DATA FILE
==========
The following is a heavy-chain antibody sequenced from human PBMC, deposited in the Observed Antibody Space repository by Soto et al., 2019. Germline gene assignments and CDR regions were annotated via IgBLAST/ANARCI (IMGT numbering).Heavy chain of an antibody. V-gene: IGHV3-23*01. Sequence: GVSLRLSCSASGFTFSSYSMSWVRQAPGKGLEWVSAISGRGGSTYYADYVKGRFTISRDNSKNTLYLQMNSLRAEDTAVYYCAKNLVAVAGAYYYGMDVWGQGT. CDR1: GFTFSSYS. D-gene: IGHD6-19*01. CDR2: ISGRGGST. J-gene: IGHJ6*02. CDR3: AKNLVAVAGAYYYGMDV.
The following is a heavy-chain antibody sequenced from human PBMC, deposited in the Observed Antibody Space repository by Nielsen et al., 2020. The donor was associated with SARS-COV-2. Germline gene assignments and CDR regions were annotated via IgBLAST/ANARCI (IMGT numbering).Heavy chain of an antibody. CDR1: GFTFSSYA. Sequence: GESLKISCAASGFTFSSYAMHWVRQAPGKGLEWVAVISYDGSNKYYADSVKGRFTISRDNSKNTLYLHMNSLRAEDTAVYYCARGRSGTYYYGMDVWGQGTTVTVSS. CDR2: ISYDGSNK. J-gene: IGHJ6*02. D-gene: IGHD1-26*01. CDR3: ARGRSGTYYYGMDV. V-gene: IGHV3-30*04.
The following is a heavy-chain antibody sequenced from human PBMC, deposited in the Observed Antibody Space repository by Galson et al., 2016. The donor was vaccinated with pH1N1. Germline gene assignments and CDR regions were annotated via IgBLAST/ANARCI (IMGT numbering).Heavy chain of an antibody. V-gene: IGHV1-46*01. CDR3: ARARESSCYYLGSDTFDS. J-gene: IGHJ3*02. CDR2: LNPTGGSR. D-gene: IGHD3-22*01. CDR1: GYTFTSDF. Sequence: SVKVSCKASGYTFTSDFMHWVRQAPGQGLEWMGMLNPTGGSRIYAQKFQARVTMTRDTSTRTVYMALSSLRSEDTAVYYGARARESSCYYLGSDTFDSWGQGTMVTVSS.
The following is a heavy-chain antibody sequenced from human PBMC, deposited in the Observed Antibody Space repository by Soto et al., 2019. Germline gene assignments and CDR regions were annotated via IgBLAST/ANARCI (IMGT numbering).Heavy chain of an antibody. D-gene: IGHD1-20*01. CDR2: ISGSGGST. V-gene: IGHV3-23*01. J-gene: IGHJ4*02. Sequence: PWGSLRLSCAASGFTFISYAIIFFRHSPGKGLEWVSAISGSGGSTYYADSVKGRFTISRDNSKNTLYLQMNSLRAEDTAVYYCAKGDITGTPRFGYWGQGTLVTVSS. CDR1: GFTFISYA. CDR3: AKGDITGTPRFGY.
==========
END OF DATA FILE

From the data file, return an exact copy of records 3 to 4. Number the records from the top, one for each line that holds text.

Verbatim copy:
The following is a heavy-chain antibody sequenced from human PBMC, deposited in the Observed Antibody Space repository by Galson et al., 2016. The donor was vaccinated with pH1N1. Germline gene assignments and CDR regions were annotated via IgBLAST/ANARCI (IMGT numbering).Heavy chain of an antibody. V-gene: IGHV1-46*01. CDR3: ARARESSCYYLGSDTFDS. J-gene: IGHJ3*02. CDR2: LNPTGGSR. D-gene: IGHD3-22*01. CDR1: GYTFTSDF. Sequence: SVKVSCKASGYTFTSDFMHWVRQAPGQGLEWMGMLNPTGGSRIYAQKFQARVTMTRDTSTRTVYMALSSLRSEDTAVYYGARARESSCYYLGSDTFDSWGQGTMVTVSS.
The following is a heavy-chain antibody sequenced from human PBMC, deposited in the Observed Antibody Space repository by Soto et al., 2019. Germline gene assignments and CDR regions were annotated via IgBLAST/ANARCI (IMGT numbering).Heavy chain of an antibody. D-gene: IGHD1-20*01. CDR2: ISGSGGST. V-gene: IGHV3-23*01. J-gene: IGHJ4*02. Sequence: PWGSLRLSCAASGFTFISYAIIFFRHSPGKGLEWVSAISGSGGSTYYADSVKGRFTISRDNSKNTLYLQMNSLRAEDTAVYYCAKGDITGTPRFGYWGQGTLVTVSS. CDR1: GFTFISYA. CDR3: AKGDITGTPRFGY.